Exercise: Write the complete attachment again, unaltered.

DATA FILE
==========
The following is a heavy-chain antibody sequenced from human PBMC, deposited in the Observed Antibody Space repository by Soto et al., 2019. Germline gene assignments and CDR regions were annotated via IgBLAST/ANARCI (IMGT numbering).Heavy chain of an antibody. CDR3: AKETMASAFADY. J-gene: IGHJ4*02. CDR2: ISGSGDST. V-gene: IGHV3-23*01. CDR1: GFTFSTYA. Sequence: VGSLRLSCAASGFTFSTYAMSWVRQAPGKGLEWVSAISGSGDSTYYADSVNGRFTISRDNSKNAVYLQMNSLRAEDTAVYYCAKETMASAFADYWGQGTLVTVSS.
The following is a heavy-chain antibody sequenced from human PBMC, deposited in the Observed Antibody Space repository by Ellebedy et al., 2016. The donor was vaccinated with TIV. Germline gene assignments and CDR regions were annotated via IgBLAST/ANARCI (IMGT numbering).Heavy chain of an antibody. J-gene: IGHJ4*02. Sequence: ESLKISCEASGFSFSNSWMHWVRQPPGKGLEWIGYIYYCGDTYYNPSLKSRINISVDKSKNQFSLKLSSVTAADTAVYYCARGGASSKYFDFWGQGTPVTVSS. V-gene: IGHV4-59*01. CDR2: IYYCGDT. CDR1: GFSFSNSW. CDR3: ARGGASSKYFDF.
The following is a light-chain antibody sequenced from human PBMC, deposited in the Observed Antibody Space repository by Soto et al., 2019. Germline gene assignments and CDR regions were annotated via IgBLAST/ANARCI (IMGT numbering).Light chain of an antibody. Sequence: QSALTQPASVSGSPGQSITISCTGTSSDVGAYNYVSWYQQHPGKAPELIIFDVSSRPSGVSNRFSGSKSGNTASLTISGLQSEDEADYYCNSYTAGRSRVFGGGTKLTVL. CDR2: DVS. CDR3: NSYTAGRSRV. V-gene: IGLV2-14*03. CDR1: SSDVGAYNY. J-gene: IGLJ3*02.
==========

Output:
The following is a heavy-chain antibody sequenced from human PBMC, deposited in the Observed Antibody Space repository by Soto et al., 2019. Germline gene assignments and CDR regions were annotated via IgBLAST/ANARCI (IMGT numbering).Heavy chain of an antibody. CDR3: AKETMASAFADY. J-gene: IGHJ4*02. CDR2: ISGSGDST. V-gene: IGHV3-23*01. CDR1: GFTFSTYA. Sequence: VGSLRLSCAASGFTFSTYAMSWVRQAPGKGLEWVSAISGSGDSTYYADSVNGRFTISRDNSKNAVYLQMNSLRAEDTAVYYCAKETMASAFADYWGQGTLVTVSS.
The following is a heavy-chain antibody sequenced from human PBMC, deposited in the Observed Antibody Space repository by Ellebedy et al., 2016. The donor was vaccinated with TIV. Germline gene assignments and CDR regions were annotated via IgBLAST/ANARCI (IMGT numbering).Heavy chain of an antibody. J-gene: IGHJ4*02. Sequence: ESLKISCEASGFSFSNSWMHWVRQPPGKGLEWIGYIYYCGDTYYNPSLKSRINISVDKSKNQFSLKLSSVTAADTAVYYCARGGASSKYFDFWGQGTPVTVSS. V-gene: IGHV4-59*01. CDR2: IYYCGDT. CDR1: GFSFSNSW. CDR3: ARGGASSKYFDF.
The following is a light-chain antibody sequenced from human PBMC, deposited in the Observed Antibody Space repository by Soto et al., 2019. Germline gene assignments and CDR regions were annotated via IgBLAST/ANARCI (IMGT numbering).Light chain of an antibody. Sequence: QSALTQPASVSGSPGQSITISCTGTSSDVGAYNYVSWYQQHPGKAPELIIFDVSSRPSGVSNRFSGSKSGNTASLTISGLQSEDEADYYCNSYTAGRSRVFGGGTKLTVL. CDR2: DVS. CDR3: NSYTAGRSRV. V-gene: IGLV2-14*03. CDR1: SSDVGAYNY. J-gene: IGLJ3*02.